Plan unveiled to widen section of New Jersey Turnpike

| 12/1/2004

Acting Gov. Richard Codey unveiled a plan Wednesday, Dec. 1, to widen a 20-mile stretch of the New Jersey Turnpike. The project reportedly could cost more than $1 billion.

Trucking industry officials and others said the proposal, coming at a time when the state faces budget deficits and is unable to get federal funding for toll roads, was likely to require increases in toll rates and possibly an increase in the state fuel tax.

Plans call for widening the road from Interchange 8A in Middlesex County to Interchange 6 in Burlington County in the central and southern parts of the state.

Codey announced the expansion plans at his morning address at the State of the Region meeting in Cherry Hill.

Officials had not yet determined whether the highway would be expanded to four lanes or five, from the existing three lanes in each direction, The Associated Press reported.

Traffic congestion is common at Exit 8A, where the Turnpike shrinks southbound from five lanes to three in a merger of truck and passenger vehicle lanes and expands northbound.

News of the expansion plan was greeted receptively, though with some caution, by trucking industry officials and representatives of drivers’ groups in the state.

Gail Toth, executive director of the New Jersey Motor Truck Association, said the news was “a welcome surprise” to an industry that had watched various other proposals to ease congestion fail amid budgetary and environmental concerns.

She said that by a conservative count, 147 warehouses and distribution centers have sprouted around Exit 8A in recent years and that some employed as many as a few hundred people. Because there is little or no public transportation in that part of the state, she said, most of those workers must drive to work.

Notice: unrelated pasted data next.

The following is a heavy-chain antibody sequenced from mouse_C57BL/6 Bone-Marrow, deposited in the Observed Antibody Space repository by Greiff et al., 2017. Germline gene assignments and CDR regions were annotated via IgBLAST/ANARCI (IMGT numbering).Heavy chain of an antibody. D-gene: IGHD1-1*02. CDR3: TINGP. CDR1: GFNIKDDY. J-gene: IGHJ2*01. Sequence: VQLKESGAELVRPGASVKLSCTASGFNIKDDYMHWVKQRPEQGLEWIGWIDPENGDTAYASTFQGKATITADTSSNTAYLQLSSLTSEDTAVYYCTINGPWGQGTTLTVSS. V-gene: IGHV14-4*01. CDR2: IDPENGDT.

At the same time, residential development is also booming in the area. “And all you have is the little old turnpike going through there,” Toth said.

Steve Carrellas, New Jersey coordinator of the National Motorists Association, said his group generally favored “the idea of increased capacity when there is a need” but was concerned about higher tolls being attached to the expansion.

“You can only guess that size of program is going to require a toll hike,” he said. “We just don’t know the extent of it yet.”

A Codey administration spokesman, speaking on condition of anonymity to The AP, maintained that no toll or fuel tax increase is imminent.

An 18-month, $10 million study is being conducted to determine project costs and the number of lanes to be built.

Officials think the widening project would help keep traffic moving, especially after 2011, when Pennsylvania is scheduled to complete a link between its turnpike and Interstate 95 in nearby Bucks County. That project is expected to funnel thousands more cars and trucks onto the New Jersey Turnpike at Interchange 6, which connects to the Pennsylvania Turnpike.

“The gridlock down there is just unbelievable,” said Toth. “This is really exciting news. I know it’s not going to happen tomorrow. But hopefully it won’t take 20 years, either.”

– By Keith Goble, staff writer